FAB FIVE: SAD PHONE CALL SONGS
Since we keep doing "top fives" in this space, let's make it an official semi-regular thing. Only now it's "fab five" because even I can't pretend these are the top of their class, though I'll keep doing my best to place them in a rough and mercurial ascending order of quality - or at least the order at time of posting.
The "sad phone call" micro-genre of pop song has three rules. RULE ONE: There is a phone call. RULE TWO: It involves a relationship. RULE THREE: The caller is sad. How many songs fit in this category? So many songs, dear reader. Here are five.
DAVE LOGGINS brings us a pretty basic form of the genre in "PLEASE COME TO BOSTON" - and in this relationship it's the dude who's left, LIKE A HIPPY, to find himself. Loggins spends various phone calls attempting to attract his love to various locales, each of which sound pretty and picturesque but also fleeting - long holidays and gap years rather than real lives. Even LA, where he seems to really want to build a life, feels paper-thin, as reedy as his voice in the verses next to the growly chorus, which he sets things off with a rrrramblin' rollin' R, and ends with the knockout punch of "I'm the number-one fan of the man from Tennessee" - emphasis on "man", of course, because the Dude In Question won't truly be an Honest Man again until he returns to his roots and her bed. LA is his last gasp, where he stakes it all, promising a forever in a beachside house that I'm not sure how this rootless hepcat could afford without robbing a major financial institution. But it's also when we know he's broken - the proximity to the faded stars may be thrilling, but we can hear in his voice that he doesn't grok the city and he can't make a life there work any more than he could anywhere else. The dream is dead. This man will die in Tennessee.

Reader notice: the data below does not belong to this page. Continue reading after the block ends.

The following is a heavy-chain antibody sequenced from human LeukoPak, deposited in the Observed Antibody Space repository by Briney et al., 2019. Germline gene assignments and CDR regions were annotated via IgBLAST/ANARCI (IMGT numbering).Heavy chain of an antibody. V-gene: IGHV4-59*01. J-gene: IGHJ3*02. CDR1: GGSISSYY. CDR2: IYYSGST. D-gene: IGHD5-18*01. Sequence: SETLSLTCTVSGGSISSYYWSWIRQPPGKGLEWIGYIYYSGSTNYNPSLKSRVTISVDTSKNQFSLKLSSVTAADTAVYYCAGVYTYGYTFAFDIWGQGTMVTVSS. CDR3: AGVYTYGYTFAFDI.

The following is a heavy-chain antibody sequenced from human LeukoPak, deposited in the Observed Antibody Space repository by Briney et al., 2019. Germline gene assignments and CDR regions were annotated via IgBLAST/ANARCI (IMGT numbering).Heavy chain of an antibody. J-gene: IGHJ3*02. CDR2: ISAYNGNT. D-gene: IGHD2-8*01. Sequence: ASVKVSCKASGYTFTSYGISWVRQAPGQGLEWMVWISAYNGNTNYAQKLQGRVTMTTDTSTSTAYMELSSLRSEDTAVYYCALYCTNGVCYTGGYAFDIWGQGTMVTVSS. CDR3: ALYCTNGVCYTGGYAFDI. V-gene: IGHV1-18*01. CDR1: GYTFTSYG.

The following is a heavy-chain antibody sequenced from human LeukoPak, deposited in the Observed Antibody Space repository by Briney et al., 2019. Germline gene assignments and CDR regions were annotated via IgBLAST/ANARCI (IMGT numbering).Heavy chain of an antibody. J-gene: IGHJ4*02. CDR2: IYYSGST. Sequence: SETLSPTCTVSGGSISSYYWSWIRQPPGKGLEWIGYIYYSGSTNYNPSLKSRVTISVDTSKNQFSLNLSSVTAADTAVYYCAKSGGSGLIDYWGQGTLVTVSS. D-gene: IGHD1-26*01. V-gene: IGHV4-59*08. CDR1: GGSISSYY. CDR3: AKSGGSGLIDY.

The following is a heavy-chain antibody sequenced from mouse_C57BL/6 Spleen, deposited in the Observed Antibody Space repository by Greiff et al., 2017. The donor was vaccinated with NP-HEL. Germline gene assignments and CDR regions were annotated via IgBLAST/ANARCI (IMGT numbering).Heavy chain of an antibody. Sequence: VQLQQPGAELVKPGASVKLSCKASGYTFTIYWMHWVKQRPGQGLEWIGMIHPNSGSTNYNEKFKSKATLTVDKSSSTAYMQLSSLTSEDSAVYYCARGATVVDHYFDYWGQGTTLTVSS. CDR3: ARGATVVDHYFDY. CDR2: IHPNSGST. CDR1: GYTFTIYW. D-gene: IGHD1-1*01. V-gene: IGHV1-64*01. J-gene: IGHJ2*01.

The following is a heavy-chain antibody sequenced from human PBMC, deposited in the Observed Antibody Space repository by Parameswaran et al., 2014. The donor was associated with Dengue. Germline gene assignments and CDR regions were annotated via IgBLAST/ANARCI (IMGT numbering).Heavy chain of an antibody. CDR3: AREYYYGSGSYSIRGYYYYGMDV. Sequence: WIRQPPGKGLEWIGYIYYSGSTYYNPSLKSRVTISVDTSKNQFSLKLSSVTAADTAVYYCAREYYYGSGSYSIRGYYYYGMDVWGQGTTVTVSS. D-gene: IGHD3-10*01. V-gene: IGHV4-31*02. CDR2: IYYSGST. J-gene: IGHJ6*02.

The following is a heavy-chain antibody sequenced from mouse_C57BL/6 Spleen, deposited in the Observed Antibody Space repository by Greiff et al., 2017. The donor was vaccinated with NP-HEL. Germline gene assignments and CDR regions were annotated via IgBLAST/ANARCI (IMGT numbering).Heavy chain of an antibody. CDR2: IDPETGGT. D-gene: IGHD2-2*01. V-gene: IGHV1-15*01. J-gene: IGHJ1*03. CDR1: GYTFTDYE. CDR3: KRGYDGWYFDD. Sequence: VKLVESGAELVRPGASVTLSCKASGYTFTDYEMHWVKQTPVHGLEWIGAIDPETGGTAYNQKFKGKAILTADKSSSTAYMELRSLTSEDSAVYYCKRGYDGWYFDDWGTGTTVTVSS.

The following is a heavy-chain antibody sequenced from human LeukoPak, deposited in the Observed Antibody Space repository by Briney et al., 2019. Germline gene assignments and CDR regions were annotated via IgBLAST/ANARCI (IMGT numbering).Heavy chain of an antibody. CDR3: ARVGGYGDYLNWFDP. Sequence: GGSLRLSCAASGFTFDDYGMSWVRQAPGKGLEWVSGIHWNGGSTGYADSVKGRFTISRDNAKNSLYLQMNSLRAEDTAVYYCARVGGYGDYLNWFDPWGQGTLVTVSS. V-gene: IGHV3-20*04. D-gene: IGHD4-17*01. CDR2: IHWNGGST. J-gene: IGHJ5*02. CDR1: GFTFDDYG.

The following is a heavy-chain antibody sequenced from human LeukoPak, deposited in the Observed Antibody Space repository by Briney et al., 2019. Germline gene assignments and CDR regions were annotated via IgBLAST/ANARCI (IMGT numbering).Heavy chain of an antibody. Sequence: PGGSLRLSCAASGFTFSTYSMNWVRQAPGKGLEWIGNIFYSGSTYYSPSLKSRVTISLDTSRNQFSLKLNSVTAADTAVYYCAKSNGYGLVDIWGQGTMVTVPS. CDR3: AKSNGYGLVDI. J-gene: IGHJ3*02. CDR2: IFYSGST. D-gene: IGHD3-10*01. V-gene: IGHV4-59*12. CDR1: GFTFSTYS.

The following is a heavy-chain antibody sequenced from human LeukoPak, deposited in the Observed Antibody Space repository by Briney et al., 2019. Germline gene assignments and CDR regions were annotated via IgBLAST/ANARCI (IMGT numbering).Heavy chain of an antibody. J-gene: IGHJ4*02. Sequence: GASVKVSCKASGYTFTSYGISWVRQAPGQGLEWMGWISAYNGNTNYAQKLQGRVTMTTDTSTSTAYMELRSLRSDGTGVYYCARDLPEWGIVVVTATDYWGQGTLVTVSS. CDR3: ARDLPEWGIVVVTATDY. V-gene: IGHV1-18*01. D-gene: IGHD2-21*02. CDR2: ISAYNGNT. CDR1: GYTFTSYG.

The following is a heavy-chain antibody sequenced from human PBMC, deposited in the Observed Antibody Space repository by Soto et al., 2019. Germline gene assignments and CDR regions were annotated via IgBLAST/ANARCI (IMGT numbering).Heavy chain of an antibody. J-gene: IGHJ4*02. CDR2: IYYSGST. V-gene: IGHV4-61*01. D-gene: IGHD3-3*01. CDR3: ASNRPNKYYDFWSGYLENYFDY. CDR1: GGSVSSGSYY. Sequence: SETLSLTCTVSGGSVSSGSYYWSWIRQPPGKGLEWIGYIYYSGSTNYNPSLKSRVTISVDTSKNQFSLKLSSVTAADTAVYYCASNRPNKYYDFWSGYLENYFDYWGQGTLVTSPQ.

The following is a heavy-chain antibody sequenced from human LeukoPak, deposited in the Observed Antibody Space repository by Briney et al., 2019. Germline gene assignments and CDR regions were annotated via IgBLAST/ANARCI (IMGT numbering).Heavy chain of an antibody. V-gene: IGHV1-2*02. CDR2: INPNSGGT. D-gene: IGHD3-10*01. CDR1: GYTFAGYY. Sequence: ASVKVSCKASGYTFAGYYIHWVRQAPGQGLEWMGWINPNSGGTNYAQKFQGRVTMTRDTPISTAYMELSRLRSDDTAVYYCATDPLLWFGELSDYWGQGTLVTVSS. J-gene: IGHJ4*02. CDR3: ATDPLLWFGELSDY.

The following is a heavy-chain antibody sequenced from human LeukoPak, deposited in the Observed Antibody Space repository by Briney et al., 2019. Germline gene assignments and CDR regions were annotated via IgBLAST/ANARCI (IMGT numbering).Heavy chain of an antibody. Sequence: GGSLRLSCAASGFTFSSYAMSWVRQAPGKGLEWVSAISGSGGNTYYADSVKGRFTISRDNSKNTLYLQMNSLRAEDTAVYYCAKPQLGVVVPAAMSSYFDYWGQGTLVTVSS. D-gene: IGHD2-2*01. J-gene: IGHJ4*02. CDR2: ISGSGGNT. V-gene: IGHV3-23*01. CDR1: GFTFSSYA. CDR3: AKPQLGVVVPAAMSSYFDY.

LAPTOP does the classic phone-tone opening with "BACK TOGETHER", and let me tell you, this is a hard band to find on YouTube. This is another dude who has left, but unlike Loggins' sweet drifter, we are absolutely not meant to feel sympathy. Laptop have a great line in songs by sleazy douches unable to fathom their own lack of success - "Gimme The Night" is their standout in that field - but lyrically, a whole lot of work is put into this particular piece of work, from the "yeah, I've been fine / well actually NOT REALLY" that starts the whole unloading process, to the threat to murder the new boyfriend followed by a wheedling "hey come on I'm kidding! / BUT DOES HE MAKE YOU HAPPY?" This is a type of guy who's all too common.
What we'll see more than once on this list is the counterpoint between the transcript of the call and the inner thoughts behind it. Here, one bleeds into the other - "I could not find anything better / so I'm crawling back" might be the way this conversation ends, a despairing confession after everything else is chipped away, or it might just be a private admission for the listener. But as usual with the Laptop Dude, the deepest truth is the growled "It might be time... TO GET IT ON!"